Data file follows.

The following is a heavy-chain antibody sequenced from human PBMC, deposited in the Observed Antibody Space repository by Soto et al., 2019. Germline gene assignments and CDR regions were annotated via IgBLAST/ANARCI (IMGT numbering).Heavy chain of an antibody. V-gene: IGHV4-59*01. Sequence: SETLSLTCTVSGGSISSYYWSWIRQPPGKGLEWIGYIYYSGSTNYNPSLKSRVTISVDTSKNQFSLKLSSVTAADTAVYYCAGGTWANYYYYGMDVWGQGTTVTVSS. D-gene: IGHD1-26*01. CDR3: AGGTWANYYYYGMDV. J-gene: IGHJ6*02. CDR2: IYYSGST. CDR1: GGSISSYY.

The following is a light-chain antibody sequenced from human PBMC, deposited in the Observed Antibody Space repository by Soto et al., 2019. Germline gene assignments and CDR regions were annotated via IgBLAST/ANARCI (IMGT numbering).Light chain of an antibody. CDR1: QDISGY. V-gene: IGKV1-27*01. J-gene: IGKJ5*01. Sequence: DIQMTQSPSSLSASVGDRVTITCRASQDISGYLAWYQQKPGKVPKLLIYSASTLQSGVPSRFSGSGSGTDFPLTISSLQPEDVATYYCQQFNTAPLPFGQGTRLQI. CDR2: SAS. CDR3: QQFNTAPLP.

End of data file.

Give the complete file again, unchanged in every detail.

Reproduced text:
The following is a heavy-chain antibody sequenced from human PBMC, deposited in the Observed Antibody Space repository by Soto et al., 2019. Germline gene assignments and CDR regions were annotated via IgBLAST/ANARCI (IMGT numbering).Heavy chain of an antibody. V-gene: IGHV4-59*01. Sequence: SETLSLTCTVSGGSISSYYWSWIRQPPGKGLEWIGYIYYSGSTNYNPSLKSRVTISVDTSKNQFSLKLSSVTAADTAVYYCAGGTWANYYYYGMDVWGQGTTVTVSS. D-gene: IGHD1-26*01. CDR3: AGGTWANYYYYGMDV. J-gene: IGHJ6*02. CDR2: IYYSGST. CDR1: GGSISSYY.

The following is a light-chain antibody sequenced from human PBMC, deposited in the Observed Antibody Space repository by Soto et al., 2019. Germline gene assignments and CDR regions were annotated via IgBLAST/ANARCI (IMGT numbering).Light chain of an antibody. CDR1: QDISGY. V-gene: IGKV1-27*01. J-gene: IGKJ5*01. Sequence: DIQMTQSPSSLSASVGDRVTITCRASQDISGYLAWYQQKPGKVPKLLIYSASTLQSGVPSRFSGSGSGTDFPLTISSLQPEDVATYYCQQFNTAPLPFGQGTRLQI. CDR2: SAS. CDR3: QQFNTAPLP.